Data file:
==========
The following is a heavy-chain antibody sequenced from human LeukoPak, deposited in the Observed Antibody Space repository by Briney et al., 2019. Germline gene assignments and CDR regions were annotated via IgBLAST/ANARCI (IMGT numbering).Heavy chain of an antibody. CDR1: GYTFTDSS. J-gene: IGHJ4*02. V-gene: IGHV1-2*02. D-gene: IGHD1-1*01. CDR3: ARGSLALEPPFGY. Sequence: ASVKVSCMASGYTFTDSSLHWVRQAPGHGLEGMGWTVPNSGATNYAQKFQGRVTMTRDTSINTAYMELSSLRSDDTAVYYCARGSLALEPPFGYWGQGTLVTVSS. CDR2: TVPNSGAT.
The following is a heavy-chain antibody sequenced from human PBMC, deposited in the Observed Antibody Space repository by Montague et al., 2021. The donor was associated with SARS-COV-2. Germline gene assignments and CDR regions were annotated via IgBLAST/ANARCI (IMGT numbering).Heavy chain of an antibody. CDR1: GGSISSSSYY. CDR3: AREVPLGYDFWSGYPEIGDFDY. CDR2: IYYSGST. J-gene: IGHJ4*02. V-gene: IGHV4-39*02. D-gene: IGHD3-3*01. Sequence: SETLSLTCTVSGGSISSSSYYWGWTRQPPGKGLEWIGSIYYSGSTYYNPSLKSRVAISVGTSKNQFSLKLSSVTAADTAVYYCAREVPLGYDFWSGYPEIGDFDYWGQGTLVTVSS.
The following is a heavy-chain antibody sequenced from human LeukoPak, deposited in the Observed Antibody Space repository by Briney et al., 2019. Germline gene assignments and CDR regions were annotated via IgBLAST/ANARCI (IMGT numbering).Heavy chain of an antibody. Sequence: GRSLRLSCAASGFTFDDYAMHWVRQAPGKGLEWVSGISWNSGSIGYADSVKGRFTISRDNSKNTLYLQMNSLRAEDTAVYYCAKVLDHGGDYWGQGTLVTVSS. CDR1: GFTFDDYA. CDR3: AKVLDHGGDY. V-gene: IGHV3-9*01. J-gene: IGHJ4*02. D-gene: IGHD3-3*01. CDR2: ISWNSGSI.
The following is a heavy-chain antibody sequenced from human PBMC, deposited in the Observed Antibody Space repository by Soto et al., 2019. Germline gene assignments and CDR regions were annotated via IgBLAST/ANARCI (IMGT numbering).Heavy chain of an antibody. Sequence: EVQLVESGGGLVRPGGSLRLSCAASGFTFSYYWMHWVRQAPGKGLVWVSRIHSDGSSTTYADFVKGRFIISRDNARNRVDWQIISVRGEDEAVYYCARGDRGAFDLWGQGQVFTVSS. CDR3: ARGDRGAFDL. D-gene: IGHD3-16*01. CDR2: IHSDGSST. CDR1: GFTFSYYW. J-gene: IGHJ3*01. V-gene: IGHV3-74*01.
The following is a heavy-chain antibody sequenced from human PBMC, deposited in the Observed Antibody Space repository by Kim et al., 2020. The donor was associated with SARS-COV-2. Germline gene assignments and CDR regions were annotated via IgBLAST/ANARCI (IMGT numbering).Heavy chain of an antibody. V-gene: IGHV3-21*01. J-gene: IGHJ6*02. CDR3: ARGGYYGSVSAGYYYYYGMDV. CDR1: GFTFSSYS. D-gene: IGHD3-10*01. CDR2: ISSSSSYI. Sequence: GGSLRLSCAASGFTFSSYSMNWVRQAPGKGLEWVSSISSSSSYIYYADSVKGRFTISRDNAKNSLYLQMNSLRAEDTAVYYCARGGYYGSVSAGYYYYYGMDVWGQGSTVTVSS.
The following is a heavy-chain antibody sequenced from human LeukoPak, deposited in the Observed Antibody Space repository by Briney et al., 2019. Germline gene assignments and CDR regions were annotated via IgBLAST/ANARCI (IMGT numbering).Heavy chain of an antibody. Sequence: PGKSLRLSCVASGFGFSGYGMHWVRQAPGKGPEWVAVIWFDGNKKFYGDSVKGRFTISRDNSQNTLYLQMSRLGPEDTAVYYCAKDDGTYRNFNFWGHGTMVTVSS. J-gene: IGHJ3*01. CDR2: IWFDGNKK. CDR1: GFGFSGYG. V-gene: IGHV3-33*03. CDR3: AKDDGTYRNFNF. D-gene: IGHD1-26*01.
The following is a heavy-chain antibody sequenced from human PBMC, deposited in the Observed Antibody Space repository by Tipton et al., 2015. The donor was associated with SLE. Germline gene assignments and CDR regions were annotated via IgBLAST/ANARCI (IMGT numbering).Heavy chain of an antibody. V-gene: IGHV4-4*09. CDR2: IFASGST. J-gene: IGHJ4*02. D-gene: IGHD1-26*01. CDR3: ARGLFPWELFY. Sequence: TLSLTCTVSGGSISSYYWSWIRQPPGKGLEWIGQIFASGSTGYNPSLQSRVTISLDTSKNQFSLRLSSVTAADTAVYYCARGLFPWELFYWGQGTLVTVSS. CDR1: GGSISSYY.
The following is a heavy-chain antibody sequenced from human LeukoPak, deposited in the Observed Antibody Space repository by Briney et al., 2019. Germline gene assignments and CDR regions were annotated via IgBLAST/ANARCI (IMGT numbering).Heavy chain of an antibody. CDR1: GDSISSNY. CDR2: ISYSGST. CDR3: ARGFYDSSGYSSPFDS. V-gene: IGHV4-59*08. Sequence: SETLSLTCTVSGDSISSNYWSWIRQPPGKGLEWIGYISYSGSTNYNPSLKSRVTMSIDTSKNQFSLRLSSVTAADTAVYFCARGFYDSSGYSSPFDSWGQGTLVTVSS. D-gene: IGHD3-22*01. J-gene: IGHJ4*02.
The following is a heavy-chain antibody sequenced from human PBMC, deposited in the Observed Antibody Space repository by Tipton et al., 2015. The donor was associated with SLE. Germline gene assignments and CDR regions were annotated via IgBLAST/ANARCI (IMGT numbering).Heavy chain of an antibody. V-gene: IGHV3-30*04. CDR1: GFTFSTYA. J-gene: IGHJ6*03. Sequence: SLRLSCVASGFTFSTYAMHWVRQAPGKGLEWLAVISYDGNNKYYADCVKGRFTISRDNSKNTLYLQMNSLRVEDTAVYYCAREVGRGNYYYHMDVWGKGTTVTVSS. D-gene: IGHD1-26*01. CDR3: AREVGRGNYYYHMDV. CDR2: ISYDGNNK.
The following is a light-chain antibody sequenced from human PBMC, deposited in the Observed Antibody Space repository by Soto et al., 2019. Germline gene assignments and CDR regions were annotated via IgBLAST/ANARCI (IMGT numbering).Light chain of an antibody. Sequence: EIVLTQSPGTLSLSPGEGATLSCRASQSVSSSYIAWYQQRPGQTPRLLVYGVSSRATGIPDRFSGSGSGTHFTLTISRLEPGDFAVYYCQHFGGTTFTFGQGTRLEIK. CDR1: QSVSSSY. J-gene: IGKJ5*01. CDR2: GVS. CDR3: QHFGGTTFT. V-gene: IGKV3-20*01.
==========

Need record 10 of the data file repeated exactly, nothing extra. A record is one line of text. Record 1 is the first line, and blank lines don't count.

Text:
The following is a light-chain antibody sequenced from human PBMC, deposited in the Observed Antibody Space repository by Soto et al., 2019. Germline gene assignments and CDR regions were annotated via IgBLAST/ANARCI (IMGT numbering).Light chain of an antibody. Sequence: EIVLTQSPGTLSLSPGEGATLSCRASQSVSSSYIAWYQQRPGQTPRLLVYGVSSRATGIPDRFSGSGSGTHFTLTISRLEPGDFAVYYCQHFGGTTFTFGQGTRLEIK. CDR1: QSVSSSY. J-gene: IGKJ5*01. CDR2: GVS. CDR3: QHFGGTTFT. V-gene: IGKV3-20*01.